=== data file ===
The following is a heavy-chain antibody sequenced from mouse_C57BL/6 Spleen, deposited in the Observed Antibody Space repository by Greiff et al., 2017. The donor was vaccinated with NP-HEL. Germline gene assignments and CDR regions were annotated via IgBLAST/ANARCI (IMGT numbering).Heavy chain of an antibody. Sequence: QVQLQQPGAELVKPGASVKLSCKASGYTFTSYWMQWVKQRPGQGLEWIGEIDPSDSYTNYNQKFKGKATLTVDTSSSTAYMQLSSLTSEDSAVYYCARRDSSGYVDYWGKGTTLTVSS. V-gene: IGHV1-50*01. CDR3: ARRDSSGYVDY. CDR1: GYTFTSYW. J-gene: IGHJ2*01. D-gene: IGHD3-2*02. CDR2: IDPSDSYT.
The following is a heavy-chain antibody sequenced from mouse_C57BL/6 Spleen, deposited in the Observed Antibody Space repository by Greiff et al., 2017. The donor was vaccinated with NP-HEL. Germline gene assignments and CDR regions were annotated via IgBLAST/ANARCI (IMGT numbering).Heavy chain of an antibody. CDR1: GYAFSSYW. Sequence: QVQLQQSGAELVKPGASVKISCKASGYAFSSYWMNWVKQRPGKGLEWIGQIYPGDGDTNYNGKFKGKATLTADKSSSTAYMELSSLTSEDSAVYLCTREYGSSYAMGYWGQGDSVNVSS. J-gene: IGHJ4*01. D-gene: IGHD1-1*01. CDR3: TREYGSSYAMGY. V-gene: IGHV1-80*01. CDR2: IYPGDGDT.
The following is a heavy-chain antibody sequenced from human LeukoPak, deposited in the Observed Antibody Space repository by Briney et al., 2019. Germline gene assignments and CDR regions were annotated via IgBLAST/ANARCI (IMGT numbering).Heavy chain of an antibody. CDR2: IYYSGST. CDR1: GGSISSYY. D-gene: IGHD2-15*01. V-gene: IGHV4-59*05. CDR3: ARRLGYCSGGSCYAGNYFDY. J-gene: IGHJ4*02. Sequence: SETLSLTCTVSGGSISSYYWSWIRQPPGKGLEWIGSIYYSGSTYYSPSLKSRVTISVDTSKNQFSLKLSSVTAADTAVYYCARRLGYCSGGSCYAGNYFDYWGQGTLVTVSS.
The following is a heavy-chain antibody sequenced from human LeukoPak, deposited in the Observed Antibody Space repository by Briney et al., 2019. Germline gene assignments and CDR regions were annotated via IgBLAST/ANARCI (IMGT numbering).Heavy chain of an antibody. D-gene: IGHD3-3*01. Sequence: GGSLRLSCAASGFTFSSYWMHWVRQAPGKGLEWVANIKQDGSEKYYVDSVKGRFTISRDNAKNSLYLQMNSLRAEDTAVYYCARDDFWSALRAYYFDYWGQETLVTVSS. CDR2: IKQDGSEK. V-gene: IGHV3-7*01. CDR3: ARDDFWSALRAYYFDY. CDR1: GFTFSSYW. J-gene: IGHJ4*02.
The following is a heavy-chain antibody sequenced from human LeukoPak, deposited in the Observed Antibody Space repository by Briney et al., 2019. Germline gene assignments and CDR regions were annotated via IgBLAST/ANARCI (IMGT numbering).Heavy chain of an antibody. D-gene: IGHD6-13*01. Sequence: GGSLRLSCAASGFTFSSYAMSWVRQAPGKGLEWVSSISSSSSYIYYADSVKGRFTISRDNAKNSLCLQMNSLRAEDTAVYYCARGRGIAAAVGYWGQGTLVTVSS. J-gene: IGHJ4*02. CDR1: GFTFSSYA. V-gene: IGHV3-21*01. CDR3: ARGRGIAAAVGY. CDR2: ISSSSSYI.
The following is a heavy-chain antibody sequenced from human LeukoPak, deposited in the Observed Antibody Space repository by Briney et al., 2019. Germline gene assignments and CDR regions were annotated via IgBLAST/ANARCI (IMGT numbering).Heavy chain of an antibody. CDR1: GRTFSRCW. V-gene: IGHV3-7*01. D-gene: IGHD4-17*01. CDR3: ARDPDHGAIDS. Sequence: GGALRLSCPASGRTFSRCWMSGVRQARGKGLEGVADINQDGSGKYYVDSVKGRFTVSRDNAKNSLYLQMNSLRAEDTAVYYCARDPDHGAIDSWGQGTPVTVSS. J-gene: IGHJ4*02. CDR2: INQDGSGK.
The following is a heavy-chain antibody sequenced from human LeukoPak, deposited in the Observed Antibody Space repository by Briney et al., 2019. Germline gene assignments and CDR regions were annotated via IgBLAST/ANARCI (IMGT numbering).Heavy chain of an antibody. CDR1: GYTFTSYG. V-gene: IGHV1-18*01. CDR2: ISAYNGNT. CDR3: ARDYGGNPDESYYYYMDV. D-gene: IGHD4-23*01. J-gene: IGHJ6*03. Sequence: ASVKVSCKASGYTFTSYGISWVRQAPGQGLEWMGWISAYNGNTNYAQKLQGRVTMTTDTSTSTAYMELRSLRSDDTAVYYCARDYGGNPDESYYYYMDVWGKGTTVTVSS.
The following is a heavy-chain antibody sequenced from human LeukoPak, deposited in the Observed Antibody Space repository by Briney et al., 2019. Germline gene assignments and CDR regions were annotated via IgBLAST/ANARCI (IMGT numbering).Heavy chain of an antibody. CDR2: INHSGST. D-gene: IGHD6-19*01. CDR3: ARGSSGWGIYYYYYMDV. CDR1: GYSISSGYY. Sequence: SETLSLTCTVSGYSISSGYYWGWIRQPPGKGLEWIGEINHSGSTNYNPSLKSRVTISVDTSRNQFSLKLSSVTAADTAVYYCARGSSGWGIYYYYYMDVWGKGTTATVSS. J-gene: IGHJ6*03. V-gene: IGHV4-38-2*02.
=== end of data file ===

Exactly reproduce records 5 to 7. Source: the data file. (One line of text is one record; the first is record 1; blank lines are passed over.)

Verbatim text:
The following is a heavy-chain antibody sequenced from human LeukoPak, deposited in the Observed Antibody Space repository by Briney et al., 2019. Germline gene assignments and CDR regions were annotated via IgBLAST/ANARCI (IMGT numbering).Heavy chain of an antibody. D-gene: IGHD6-13*01. Sequence: GGSLRLSCAASGFTFSSYAMSWVRQAPGKGLEWVSSISSSSSYIYYADSVKGRFTISRDNAKNSLCLQMNSLRAEDTAVYYCARGRGIAAAVGYWGQGTLVTVSS. J-gene: IGHJ4*02. CDR1: GFTFSSYA. V-gene: IGHV3-21*01. CDR3: ARGRGIAAAVGY. CDR2: ISSSSSYI.
The following is a heavy-chain antibody sequenced from human LeukoPak, deposited in the Observed Antibody Space repository by Briney et al., 2019. Germline gene assignments and CDR regions were annotated via IgBLAST/ANARCI (IMGT numbering).Heavy chain of an antibody. CDR1: GRTFSRCW. V-gene: IGHV3-7*01. D-gene: IGHD4-17*01. CDR3: ARDPDHGAIDS. Sequence: GGALRLSCPASGRTFSRCWMSGVRQARGKGLEGVADINQDGSGKYYVDSVKGRFTVSRDNAKNSLYLQMNSLRAEDTAVYYCARDPDHGAIDSWGQGTPVTVSS. J-gene: IGHJ4*02. CDR2: INQDGSGK.
The following is a heavy-chain antibody sequenced from human LeukoPak, deposited in the Observed Antibody Space repository by Briney et al., 2019. Germline gene assignments and CDR regions were annotated via IgBLAST/ANARCI (IMGT numbering).Heavy chain of an antibody. CDR1: GYTFTSYG. V-gene: IGHV1-18*01. CDR2: ISAYNGNT. CDR3: ARDYGGNPDESYYYYMDV. D-gene: IGHD4-23*01. J-gene: IGHJ6*03. Sequence: ASVKVSCKASGYTFTSYGISWVRQAPGQGLEWMGWISAYNGNTNYAQKLQGRVTMTTDTSTSTAYMELRSLRSDDTAVYYCARDYGGNPDESYYYYMDVWGKGTTVTVSS.